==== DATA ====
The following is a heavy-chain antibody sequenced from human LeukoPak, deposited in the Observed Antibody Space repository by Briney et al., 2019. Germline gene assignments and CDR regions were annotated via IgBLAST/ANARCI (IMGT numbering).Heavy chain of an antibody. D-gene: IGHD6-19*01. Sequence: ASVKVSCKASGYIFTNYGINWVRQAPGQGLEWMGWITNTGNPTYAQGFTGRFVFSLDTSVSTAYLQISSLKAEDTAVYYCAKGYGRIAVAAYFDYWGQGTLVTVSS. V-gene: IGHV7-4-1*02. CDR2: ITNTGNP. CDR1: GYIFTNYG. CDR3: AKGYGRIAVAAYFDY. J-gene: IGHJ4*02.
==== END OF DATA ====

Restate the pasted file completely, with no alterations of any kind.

The following is a heavy-chain antibody sequenced from human LeukoPak, deposited in the Observed Antibody Space repository by Briney et al., 2019. Germline gene assignments and CDR regions were annotated via IgBLAST/ANARCI (IMGT numbering).Heavy chain of an antibody. D-gene: IGHD6-19*01. Sequence: ASVKVSCKASGYIFTNYGINWVRQAPGQGLEWMGWITNTGNPTYAQGFTGRFVFSLDTSVSTAYLQISSLKAEDTAVYYCAKGYGRIAVAAYFDYWGQGTLVTVSS. V-gene: IGHV7-4-1*02. CDR2: ITNTGNP. CDR1: GYIFTNYG. CDR3: AKGYGRIAVAAYFDY. J-gene: IGHJ4*02.